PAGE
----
Covid-19 cases double but none in Stanley
THE number of confirmed cases of coronavirus in the Falklands increased to 11 , MLA Leona Roberts confirmed on the Tuesday April 14. All confirmed cases correspond to individuals living in Mount Pleasant. Of the 11 cases, one patient continues to receive treatment in the King Edward Memorial Hospital (KEMH), while another nine remain in self-isolation in Mount Pleasant.
Another was discharged from hospital last week after recovering. Some 255 test results have now been received by the KEMH, and at the time of going to print, a further batch of 64 tests were being sent to UK on the next airbridge. Speaking on the Falklands Radio phone-in Let’s Talk on Wednesday, Chief Medical Officer Dr Rebecca Edwards said that contact tracing has shown that “most cases have an obvious connection.”
“There appears to be two out- breaks with two separate groups of connections,” she said. Hospital supplies Responding to a question on supplies of personal protective equipment (PPE) at the KEMH, Dr Edwards said the current levels of PPE were sufficient, and there were more supplies on the way.
“We do have enough supplies of PPE at the moment, we don’t have huge hoards of PPE, but we’ve certainly got enough to be safe for our staff to work safely, and we’re very confident that we’ve got our supply chain in place so that when we do need to increase our stock, it will be there.”
Long-term view Asked about the possibility that a containment now may cause the community to lower its guard and pose a threat at a later stage, Dr Edwards said that given the likely timescale for a vaccine (18 months to two years), it is likely there will be a prolonged state of easing and tightening restrictions: “I imagine that we might see a switching on and off of [restric- tions] for some considerable time. And so it’s going to be a bit of a long slog until we get the vaccine available and we can protect eve- rybody […] We can do the very best we can to protect our popula- tion again, but when we open our borders again, off we go again.”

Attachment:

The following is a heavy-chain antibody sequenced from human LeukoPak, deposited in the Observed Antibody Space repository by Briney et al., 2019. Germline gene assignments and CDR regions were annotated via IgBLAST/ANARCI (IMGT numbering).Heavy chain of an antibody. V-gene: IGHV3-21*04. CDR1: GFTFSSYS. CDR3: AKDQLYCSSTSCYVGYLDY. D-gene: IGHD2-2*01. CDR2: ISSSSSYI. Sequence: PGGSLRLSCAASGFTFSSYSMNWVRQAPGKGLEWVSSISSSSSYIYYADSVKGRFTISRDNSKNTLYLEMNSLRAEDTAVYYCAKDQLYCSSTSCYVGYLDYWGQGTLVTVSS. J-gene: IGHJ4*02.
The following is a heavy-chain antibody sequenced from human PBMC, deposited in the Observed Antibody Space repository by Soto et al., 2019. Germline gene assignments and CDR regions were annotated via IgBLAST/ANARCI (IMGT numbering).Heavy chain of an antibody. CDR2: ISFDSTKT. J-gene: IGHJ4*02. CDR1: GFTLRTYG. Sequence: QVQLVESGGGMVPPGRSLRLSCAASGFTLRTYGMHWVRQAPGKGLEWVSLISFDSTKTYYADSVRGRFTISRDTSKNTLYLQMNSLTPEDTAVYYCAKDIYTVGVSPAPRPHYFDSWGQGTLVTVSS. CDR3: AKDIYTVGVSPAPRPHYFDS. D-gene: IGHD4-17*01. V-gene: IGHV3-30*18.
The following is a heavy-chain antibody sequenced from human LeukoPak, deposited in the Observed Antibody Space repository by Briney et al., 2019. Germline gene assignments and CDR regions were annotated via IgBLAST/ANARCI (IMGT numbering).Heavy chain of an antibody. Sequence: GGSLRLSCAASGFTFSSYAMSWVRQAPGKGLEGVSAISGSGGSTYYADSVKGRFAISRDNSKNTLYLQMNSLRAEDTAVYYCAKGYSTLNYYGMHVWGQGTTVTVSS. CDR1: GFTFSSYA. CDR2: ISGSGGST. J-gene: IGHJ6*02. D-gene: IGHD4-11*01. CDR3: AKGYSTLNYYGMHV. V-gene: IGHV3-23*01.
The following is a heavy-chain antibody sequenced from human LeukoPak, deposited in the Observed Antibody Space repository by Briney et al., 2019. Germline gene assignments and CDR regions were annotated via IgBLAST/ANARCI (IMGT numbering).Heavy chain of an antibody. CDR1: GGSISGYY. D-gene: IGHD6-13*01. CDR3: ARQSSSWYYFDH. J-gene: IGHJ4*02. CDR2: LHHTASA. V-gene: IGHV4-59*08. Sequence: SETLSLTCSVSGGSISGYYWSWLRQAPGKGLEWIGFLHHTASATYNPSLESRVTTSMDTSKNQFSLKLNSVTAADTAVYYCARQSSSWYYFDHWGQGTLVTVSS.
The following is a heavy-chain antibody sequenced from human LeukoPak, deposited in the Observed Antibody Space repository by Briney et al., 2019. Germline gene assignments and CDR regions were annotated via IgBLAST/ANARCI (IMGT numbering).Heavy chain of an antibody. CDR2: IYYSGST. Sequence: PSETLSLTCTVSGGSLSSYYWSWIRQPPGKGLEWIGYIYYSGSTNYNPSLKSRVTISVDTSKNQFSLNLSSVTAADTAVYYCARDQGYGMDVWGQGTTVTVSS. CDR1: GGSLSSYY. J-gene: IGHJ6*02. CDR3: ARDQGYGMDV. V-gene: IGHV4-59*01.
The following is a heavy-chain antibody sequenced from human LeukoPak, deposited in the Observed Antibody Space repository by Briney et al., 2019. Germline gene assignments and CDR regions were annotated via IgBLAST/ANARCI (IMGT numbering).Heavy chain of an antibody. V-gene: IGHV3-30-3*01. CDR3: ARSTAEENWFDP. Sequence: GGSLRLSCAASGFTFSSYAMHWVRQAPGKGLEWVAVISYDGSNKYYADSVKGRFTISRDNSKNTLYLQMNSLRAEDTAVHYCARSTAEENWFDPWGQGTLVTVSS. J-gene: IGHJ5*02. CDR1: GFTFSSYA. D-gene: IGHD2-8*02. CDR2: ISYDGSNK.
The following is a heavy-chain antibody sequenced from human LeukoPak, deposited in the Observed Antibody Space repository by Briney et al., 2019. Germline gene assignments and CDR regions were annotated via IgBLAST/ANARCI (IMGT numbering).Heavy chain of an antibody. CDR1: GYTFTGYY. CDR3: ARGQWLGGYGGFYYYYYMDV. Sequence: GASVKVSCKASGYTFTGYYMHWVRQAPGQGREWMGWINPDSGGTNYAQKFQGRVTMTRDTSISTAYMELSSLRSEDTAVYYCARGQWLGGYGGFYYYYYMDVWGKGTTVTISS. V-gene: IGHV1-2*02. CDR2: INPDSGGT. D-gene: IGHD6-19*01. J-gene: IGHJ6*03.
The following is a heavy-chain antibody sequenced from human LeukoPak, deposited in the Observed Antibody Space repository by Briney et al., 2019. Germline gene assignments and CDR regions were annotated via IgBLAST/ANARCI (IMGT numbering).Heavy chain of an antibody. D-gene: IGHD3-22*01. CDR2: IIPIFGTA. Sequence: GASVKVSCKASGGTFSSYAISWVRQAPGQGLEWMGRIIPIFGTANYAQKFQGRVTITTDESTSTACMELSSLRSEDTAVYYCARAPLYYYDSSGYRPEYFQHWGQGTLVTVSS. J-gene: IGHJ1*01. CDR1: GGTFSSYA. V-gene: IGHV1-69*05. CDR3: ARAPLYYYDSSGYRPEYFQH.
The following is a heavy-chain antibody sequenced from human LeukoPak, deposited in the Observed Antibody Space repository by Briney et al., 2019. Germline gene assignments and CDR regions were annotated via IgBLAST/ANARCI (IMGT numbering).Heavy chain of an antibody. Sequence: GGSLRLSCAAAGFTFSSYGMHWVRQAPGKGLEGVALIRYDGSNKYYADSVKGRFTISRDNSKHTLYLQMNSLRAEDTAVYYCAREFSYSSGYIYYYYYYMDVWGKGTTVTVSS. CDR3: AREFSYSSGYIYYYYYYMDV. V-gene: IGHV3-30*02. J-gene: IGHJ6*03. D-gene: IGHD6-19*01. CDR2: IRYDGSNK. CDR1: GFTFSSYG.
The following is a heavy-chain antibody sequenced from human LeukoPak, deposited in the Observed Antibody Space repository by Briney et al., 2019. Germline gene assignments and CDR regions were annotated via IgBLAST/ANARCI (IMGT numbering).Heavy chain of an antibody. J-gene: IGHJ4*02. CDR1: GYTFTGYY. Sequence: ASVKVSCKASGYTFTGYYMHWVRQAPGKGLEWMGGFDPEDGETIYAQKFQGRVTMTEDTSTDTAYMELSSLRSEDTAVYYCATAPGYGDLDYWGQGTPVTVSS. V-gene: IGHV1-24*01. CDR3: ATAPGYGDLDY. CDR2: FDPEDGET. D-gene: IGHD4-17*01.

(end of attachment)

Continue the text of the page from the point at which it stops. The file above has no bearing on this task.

With regards to what criteria will be used when making a decision to lift restrictions, Dr Edwards said that the Govern- ment will employ its own criteria, though that will be based on guid- ance from what has been learned in other countries.
Speaking on Falklands Radio, MLA Leona Roberts echoed Dr Edwards’s comments, adding: “We’ve been clear from the outset that we’re taking the best evidence and best advice that we can, but tailoring it to us here in the Falklands. And that will continue,” she said.
Also speaking on Let’s Talk, the Government’s Chief Executive, Barry Rowland, said that longer-term planning was being carried out for those sectors that may require personnel to be flown in and out of the islands, such as fishing crews, FIMCO and shearing contractors.
“We will have a plan for that over the coming months in advance of the new season, he confirmed.
Asked about plans to reopen schools, Mr Rowland said that there was no further news on whether the school would reopen on May 4, adding that an evaluation would be made depending on the outcome of test results; “We are evaluating towards the end of this week whether we can lift some restrictions at a point next week, but that still has to be carefully considered. “But at this stage, and later this week, we will not be considering whether we reopen schools.”